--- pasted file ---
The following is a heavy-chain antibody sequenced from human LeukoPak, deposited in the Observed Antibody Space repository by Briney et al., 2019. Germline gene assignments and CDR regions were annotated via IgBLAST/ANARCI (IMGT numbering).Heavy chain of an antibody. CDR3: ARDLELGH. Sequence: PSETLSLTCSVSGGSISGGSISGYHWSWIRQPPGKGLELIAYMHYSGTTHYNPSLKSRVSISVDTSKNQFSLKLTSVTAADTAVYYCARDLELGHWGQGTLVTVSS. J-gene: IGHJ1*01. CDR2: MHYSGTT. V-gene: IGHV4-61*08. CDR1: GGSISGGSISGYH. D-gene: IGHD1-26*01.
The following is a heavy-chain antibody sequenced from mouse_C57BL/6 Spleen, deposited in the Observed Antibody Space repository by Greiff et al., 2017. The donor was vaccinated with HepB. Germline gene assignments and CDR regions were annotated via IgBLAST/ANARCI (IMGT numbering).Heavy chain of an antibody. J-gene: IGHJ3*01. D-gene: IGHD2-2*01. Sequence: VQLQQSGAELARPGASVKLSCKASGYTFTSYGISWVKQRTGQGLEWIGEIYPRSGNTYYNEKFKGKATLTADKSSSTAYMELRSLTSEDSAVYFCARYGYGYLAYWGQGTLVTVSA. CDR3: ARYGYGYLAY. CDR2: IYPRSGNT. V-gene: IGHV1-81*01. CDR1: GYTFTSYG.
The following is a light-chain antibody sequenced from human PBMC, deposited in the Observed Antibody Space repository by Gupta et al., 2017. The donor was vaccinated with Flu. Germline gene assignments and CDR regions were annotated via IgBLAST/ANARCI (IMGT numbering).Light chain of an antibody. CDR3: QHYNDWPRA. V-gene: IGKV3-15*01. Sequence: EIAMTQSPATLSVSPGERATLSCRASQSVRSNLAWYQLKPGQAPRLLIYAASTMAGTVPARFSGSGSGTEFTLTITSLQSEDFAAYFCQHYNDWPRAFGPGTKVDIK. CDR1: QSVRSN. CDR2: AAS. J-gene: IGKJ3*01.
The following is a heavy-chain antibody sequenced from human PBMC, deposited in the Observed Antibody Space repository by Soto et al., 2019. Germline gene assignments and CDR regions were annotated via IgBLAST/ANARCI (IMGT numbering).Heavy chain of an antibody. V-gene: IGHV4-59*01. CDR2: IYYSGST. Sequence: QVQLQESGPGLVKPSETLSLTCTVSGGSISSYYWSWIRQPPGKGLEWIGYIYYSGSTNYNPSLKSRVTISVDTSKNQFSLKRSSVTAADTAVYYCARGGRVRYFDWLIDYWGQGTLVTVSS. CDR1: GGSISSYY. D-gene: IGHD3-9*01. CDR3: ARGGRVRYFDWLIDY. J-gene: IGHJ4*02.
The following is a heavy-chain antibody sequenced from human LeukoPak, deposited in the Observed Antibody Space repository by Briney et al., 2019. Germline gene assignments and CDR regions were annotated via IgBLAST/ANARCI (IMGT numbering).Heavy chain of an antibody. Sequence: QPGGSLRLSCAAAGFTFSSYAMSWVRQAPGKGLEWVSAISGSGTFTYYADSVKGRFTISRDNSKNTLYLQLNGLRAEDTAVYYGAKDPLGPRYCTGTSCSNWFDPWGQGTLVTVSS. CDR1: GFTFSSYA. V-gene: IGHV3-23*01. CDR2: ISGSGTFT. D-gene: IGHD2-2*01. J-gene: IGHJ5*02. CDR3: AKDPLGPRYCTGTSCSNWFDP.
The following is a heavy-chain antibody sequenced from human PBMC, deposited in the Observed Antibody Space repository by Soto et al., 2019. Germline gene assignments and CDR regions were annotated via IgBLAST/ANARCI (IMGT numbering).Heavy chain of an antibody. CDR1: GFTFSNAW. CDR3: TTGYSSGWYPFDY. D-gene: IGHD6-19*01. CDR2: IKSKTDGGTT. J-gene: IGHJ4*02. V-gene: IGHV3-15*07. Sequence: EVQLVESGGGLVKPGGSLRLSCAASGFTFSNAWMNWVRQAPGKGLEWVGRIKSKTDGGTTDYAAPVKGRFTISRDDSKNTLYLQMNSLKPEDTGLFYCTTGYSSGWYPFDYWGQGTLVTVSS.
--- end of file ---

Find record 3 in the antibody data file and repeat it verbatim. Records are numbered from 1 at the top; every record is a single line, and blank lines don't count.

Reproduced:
The following is a light-chain antibody sequenced from human PBMC, deposited in the Observed Antibody Space repository by Gupta et al., 2017. The donor was vaccinated with Flu. Germline gene assignments and CDR regions were annotated via IgBLAST/ANARCI (IMGT numbering).Light chain of an antibody. CDR3: QHYNDWPRA. V-gene: IGKV3-15*01. Sequence: EIAMTQSPATLSVSPGERATLSCRASQSVRSNLAWYQLKPGQAPRLLIYAASTMAGTVPARFSGSGSGTEFTLTITSLQSEDFAAYFCQHYNDWPRAFGPGTKVDIK. CDR1: QSVRSN. CDR2: AAS. J-gene: IGKJ3*01.